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Summary:

As earnings season continues, it’s clear that some in the U.S. have had their fill of broadband. Within the past week AT&T and Verizon reported slowing broadband growth, and today Comcast saw its high-speed Internet access customers grow by 278,000 new subscribers, but added 18 percent […]

As earnings season continues, it’s clear that some in the U.S. have had their fill of broadband. Within the past week AT&T and Verizon reported slowing broadband growth, and today Comcast saw its high-speed Internet access customers grow by 278,000 new subscribers, but added 18 percent fewer customers than it did during the second quarter of last year.

It appears that messing with P2P traffic, the likely enforcement order from the FCC and worries over tiered broadband have done little to dissuade people from moving to cable Internet, perhaps because it’s simply faster than DSL in most areas. During their second quarters, AT&T added only 46,000 DSL broadband subscribers and Verizon added 54,000.

We’ll know more when Time Warner Cable and Charter Communications report earnings next week, but as broadband growth slows, it’s time to tweak the service. Comcast CEO Brian Roberts said on the conference call this morning that the company plans to upgrade its network in 20 percent of its market to DOCSIS 3.0 later this year (Comcast said this last year, too). AT&T is pushing U-verse and Verizon is relying on FiOS. Can the former Baby Bells can lay fiber fast enough to keep their customers for the long-term, or might they nickel and dime them with tiered service to goose revenue in the short term?

  1. [...] basic cable subscribers, adds 320,000 digital subscribers (check out its broadband numbers over at GigaOM). (The Wall Street [...]

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  2. AT&T actually added 46,000 broadband subs (including DSL, U-verse, and resold WildBlue satellite internet), and Verizon added 54,000 broadband subs. Just looking at DSL, AT&T lost about 105k and Verizon 133k.

    AT&T: added 170k U-verse subs. They had previously reported that about 90% of U-verse subs buy broadband (the remainder buy only video), so that’s 153k U-verse broadband adds. But total broadband was only up 46k, so DSL+WildBlue was down about 107k. WildBlue is in the noise, so there were about 105k DSL disconnects. (Some of which – probably about 85k, based on other published reports on how many U-verse customers upgraded from AT&T DSL – went to U-verse.)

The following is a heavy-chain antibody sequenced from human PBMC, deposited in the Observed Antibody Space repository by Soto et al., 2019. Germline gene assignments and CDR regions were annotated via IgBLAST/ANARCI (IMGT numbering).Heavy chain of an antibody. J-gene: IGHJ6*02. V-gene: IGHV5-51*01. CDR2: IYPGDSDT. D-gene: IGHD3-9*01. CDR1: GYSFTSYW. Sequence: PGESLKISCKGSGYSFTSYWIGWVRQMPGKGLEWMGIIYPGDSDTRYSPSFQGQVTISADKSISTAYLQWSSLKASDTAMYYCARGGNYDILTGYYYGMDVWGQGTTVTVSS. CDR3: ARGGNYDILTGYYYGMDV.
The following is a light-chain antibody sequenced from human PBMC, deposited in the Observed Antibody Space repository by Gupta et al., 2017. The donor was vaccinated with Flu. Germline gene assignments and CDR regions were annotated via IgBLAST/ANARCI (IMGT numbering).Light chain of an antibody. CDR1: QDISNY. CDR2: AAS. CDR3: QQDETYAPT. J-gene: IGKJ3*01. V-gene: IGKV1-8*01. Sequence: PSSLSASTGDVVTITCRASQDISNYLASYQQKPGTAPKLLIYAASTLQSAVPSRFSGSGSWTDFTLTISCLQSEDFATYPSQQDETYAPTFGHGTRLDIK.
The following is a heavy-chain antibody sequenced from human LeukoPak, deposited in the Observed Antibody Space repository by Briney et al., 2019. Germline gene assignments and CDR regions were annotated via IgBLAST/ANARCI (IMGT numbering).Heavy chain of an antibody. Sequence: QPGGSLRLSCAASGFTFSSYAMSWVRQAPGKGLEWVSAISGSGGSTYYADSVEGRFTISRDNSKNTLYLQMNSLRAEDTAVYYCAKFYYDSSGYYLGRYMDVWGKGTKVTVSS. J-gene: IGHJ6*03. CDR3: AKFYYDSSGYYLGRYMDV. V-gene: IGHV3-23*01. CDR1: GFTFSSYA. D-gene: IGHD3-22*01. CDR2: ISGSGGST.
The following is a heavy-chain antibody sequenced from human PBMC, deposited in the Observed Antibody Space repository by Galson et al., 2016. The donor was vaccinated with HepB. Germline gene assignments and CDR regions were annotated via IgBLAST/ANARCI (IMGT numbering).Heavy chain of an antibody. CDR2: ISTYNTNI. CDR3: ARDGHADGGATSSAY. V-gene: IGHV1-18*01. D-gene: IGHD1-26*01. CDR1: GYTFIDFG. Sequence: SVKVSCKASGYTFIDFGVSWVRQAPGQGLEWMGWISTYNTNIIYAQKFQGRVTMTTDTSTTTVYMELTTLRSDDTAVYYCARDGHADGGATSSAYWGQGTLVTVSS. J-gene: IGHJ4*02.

Verizon actually says in their earnings release that they had a net decline of 133k DSL subs. On their earnings call, they said that about 1/4 migrated to FiOS, which is actually worse than AT&T, if AT&T’s previously-reported numbers still hold.

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  3. Or could it be the fact that Comcast has a ridiculously bad pricing structure which has a package with a ‘land line’….now maybe if they bought Sprint, they could get somewhere…

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  4. [...] were up 39 percent to $397 million. Time Warner’s results validate the shift in customers away from the Baby Bells for broadband and highlight the pressure cable s placing on voice services as [...]

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  5. [...] and Time Warner Cable, continue to add broadband subscribers at a furious pace, though their growth rate is starting to lose speed. In contrast, phone companies are having trouble adding subscribers, EVEN? as they roll out video [...]

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  6. [...] research showed that while cable providers were getting more customers for the time being, telecommunications firms have a chance to win subscribers back as they roll out [...]

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  7. [...] Warner] Time Warner Cable: Heavy Downloaders Should Pay Us More Money Broadband war gets bloodier Comcast Earnings Prove Broadband Growth Slowing Broadband price war brews American ISP flashes phantom bandwidth cap Is the End of Unlimited [...]

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